Some detainees are subjected to "only" psychological  torture: deprivation of sleep, disorientation through the constant playing of loud music, threats against the victim's spouse or children or parents, pressure to collaborate and become paid informers, mock execution. While this kind of torture can cause psychic wounds as deep as physical mistreatment, it was relatively ignored in Chile at first, overshadowed by the physical forms of abuse. As a witness told the UN Special Rapporteur on Chile in 1979: "This is because we have become rather accustomed to living in a climate in which detention is associated with very severe and very serious ill-treatment... [W]e have very considerably extended the limits of what we consider acceptable as humane treatment."(1)
The methods of physical torture indeed command attention. A catalogue is provided by the 1978 case of Rodriguez Munoz Munoz, detained February 16-23, tortured in Villa Grimaldi. Methods used: forced to eat garbage, excrement; "dry submarine" (near-asphyxiation with a sack over head, repeated several times); "wet submarine" (head submerged in large can of oil); "silvania" (victim fastened in a chair, electrodes applied to most sensitive parts of body -- soles of feet, testicles); beaten while given electric shock; hung by the hands between two trees while beaten with stick on most sensitive parts of body); "pau de arara" ("parrot perch" --hung in a twisted position from a pole, electricity applied); "parrilla" ("grill"--victim strapped to metal grill, electric shock applied). Each stage lasted about two hours, with gaps of 15-30 minutes between. After this detainee tried to escape he was knocked out, and awoke with cuts in his neck and wrists, which officials attributed to a suicide attempt. (2)
In a great many cases, physical and psychological torture both are used. One described by Chilean psychologists in a recently published article is that of a patient with the pseudonym "Cesar C."
Cesar C. was a 27-year-old political community leader with some high school education; he was married and had three children. He was arrested seven times between 1973 and 1977, each time with great violence. He was subjected to a series of tortures; being beaten all over his body for four hours at a time; simulated executions; deprivation of sleep for 48 hours; humiliation and harassment; broken teeth caused by stones put in his mouth and then hammered; witnessing his brother's torture with electric prods; and other forms of violence and humiliation. Cesar had electric shock applied to his genitals for 12 hours at a time, lost consciousness several times, and was hung by the neck; metallic objects of different sizes simulating a penis were introduced through his anus and then electric shock applied; he was partially suffocated with plastic bags and his head forced into pails of water or urine and excrement. He was forced to witness the raping of women by soldiers and trained dogs. Torture inflicted upon him resulted in brainwashing and severe disinte-gration, which led him to betray two of his closest clandestine political contacts. Subsequently, his having informed on his friends constituted the core of his disturbance. Testimony was taken during the month of April 1979 as part of the treatment. Cesar requested psychological help after having been in hiding for two years.(3)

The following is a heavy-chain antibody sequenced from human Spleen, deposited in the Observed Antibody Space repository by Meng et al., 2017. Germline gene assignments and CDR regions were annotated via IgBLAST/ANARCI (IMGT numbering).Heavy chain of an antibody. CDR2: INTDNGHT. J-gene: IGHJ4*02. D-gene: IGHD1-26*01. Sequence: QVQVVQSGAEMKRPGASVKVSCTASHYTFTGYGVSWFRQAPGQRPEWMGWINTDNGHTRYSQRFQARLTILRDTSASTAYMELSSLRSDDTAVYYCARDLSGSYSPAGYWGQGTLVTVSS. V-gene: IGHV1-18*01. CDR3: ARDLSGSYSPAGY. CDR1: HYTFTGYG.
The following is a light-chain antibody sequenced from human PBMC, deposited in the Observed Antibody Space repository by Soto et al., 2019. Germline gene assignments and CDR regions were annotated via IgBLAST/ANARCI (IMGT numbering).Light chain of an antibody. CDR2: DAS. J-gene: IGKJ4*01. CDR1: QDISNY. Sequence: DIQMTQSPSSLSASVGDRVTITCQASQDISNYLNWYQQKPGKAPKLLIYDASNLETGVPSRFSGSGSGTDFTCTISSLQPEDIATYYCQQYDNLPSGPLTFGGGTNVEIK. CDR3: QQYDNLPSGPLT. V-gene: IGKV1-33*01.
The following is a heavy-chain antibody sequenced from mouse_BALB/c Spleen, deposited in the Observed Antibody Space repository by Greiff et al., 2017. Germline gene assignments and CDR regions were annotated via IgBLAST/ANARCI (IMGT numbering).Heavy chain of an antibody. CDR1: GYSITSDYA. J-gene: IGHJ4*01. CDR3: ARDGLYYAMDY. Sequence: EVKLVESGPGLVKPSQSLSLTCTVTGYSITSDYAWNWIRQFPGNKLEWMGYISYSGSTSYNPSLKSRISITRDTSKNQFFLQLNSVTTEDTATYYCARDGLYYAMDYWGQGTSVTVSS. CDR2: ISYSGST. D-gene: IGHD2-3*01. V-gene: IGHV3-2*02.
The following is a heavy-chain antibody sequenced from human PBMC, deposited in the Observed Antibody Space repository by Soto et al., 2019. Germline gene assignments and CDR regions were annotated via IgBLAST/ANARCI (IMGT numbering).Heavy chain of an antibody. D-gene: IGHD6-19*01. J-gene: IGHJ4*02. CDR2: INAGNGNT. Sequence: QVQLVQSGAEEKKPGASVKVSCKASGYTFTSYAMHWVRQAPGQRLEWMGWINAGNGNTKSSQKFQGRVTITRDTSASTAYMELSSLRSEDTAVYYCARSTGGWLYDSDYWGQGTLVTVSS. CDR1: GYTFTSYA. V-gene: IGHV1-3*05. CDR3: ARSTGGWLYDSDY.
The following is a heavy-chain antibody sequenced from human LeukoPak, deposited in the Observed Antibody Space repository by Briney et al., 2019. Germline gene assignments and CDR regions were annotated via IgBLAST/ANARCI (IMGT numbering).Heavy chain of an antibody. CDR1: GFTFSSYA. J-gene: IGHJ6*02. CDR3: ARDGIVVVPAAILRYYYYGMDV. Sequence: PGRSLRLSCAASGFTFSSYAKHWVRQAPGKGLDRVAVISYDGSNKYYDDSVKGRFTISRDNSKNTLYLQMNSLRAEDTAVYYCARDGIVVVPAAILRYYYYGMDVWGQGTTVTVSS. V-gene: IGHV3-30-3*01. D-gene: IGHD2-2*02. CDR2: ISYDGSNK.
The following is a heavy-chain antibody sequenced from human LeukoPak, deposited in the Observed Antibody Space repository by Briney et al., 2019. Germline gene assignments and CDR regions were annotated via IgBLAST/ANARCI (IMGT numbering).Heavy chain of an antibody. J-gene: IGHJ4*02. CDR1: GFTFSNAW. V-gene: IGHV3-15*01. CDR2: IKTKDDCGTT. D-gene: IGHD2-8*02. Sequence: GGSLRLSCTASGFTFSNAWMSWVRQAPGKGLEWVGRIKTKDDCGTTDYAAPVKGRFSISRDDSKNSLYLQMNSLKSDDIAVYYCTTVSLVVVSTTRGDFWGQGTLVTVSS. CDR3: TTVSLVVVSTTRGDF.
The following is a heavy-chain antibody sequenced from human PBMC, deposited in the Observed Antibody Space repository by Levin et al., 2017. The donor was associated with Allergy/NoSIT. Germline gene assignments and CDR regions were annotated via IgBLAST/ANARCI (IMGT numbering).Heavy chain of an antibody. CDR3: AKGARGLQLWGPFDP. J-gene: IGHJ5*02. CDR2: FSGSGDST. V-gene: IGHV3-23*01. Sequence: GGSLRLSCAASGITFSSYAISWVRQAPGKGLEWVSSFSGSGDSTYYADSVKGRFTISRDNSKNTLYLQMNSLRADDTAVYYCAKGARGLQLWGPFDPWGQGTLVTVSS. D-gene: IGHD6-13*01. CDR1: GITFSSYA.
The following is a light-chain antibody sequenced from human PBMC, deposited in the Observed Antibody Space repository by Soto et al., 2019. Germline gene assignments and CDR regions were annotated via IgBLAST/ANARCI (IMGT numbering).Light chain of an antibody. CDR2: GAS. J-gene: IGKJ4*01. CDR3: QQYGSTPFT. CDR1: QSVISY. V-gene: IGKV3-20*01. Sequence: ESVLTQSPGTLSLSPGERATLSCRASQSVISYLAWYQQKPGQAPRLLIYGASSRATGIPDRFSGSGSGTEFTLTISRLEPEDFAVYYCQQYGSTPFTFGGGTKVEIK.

Notable in torture accounts since the mid-70s is the role of medical personnel. Doctors' collaboration with torture, also noted in Amnesty's recent report, is but one aspect of the system's sophistication; its moral implications are vast, however. In the Munoz case described above, a Dr. Fernando Briones Becerra of the Clinica London certified the victim "clinically in good health" on February 17, the day following his kidnapping and initial beating. On February 21, another doctor certified Munoz again in good health, three days after suffering the wounds in his neck and wrists. The Santiago Prison hospital on March 1 described him as polytraumatized, with possible brain damage from a blow to the head. He had convulsions, a violent headache, the neck and wrist wounds, and was suffering from anxiety.
- from: Americas Watch Committee. Chile since the Coup: Ten Years of Repression. An Americas Watch Report. New York (Americas Watch Committee) August 25, 1983, pp. 70-73. Starred notes have been converted into endnotes.
1. Special Rapporteur on Chile, Report of the Economic and Social Council, United Nations, A/34/583, November 21, 1979, p. 80.
2. Case described in Ad Hoc Group, Report to the Economic and Social Council, United Nations, A/33/331, October 25, 1978, pp. 91-98.
3. Ana Julia Cienfuegos and Cristina Monelli, "The Testimony of Political Repression as a Therapeutic Instrument," American Journal of Orthopsychiatry, January 1983, p. 48. The authors (here identified by pseudonyms) are members of a group of mental health professionals who have treated victims of torture and other abuses since 1973. The psychologist mentioned elsewhere in this section is also a member of that group.